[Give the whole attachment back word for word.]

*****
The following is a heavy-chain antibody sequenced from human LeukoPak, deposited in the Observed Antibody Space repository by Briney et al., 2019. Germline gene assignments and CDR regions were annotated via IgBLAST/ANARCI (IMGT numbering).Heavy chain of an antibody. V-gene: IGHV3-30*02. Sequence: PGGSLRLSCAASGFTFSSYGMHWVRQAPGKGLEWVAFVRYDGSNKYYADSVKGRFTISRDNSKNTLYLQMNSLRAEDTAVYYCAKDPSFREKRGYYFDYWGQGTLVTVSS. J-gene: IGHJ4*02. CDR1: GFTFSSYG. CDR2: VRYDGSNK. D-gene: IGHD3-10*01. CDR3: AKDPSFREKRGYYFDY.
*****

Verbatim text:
The following is a heavy-chain antibody sequenced from human LeukoPak, deposited in the Observed Antibody Space repository by Briney et al., 2019. Germline gene assignments and CDR regions were annotated via IgBLAST/ANARCI (IMGT numbering).Heavy chain of an antibody. V-gene: IGHV3-30*02. Sequence: PGGSLRLSCAASGFTFSSYGMHWVRQAPGKGLEWVAFVRYDGSNKYYADSVKGRFTISRDNSKNTLYLQMNSLRAEDTAVYYCAKDPSFREKRGYYFDYWGQGTLVTVSS. J-gene: IGHJ4*02. CDR1: GFTFSSYG. CDR2: VRYDGSNK. D-gene: IGHD3-10*01. CDR3: AKDPSFREKRGYYFDY.